Friday of the Second Week of Lent
St. Patrick: Courageous Love.
Before the Visigoths invaded the Roman Empire and before St. Benedict established his abbey at Monte Cassino and St. Augustine was ordained a priest and a bishop, St. Patrick was born. It was about 387. Then when St. Augustine was writing the Confessions, St. Patrick was being enslaved by warriors so fierce that they used the skull tops of their enemies as ceremonial drinking bowls. The Irish of that time also practiced human sacrifice, held oak trees to be sacred, and thought that the world was filled with vicious spirits.
After about six years, St. Patrick escaped, entered religious life, became a bishop, and returned to the Irish about a year after the Council of Ephesus in 431 and two years after the death of St. Augustine. As Ireland’s bishop, St. Patrick converted thousands, ended the practice of confessing one’s sins in public, denounced slavery, wrote his Confession, and established monasteries where ancient manuscripts in Greek and Latin were recopied by hand. St. Patrick’s ability to convert the fierce Irish was due not only to the tremendous courage of his faith and familiarity with the Irish language and culture, but also to God’s grace and his theology of nature. In How the Irish Saved Western Civilization, Thomas Cahill writes that Patrick enabled the Irish to see “the world as holy, as the Book of God [p. 133] . . . designed by its loving Creator to bless and succor humans” [p. 116].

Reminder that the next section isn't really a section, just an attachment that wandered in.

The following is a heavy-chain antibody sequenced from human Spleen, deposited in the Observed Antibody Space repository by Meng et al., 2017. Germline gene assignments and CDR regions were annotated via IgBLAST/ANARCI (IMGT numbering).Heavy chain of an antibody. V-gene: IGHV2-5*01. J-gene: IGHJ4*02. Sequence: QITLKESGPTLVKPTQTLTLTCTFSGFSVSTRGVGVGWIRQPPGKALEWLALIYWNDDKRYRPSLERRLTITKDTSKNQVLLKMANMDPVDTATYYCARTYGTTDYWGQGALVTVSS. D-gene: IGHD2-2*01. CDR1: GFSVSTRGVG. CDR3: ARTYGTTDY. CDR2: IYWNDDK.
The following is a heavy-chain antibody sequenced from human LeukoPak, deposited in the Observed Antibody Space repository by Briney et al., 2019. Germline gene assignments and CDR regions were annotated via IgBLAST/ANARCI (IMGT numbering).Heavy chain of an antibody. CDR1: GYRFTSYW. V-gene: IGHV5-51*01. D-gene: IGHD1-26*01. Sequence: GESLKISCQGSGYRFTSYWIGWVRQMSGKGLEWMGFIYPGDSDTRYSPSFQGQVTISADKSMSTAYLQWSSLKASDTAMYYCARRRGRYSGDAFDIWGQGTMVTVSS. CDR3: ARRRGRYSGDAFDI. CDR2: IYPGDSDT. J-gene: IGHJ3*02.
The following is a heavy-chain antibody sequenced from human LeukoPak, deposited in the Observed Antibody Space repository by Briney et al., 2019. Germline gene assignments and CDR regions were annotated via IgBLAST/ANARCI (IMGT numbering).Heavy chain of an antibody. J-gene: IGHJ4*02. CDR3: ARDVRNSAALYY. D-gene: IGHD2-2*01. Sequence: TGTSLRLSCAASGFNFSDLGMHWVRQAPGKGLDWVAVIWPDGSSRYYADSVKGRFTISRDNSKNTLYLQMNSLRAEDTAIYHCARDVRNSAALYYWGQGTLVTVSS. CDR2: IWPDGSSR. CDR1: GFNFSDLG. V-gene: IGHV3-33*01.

May we---like St. Patrick---always see nature as a sign of God’s lovingly concern for us and never let the odds sway us from sharing God’s love with others.
Dr. R. Mary Lemmons
Associate Professor of Philosophy.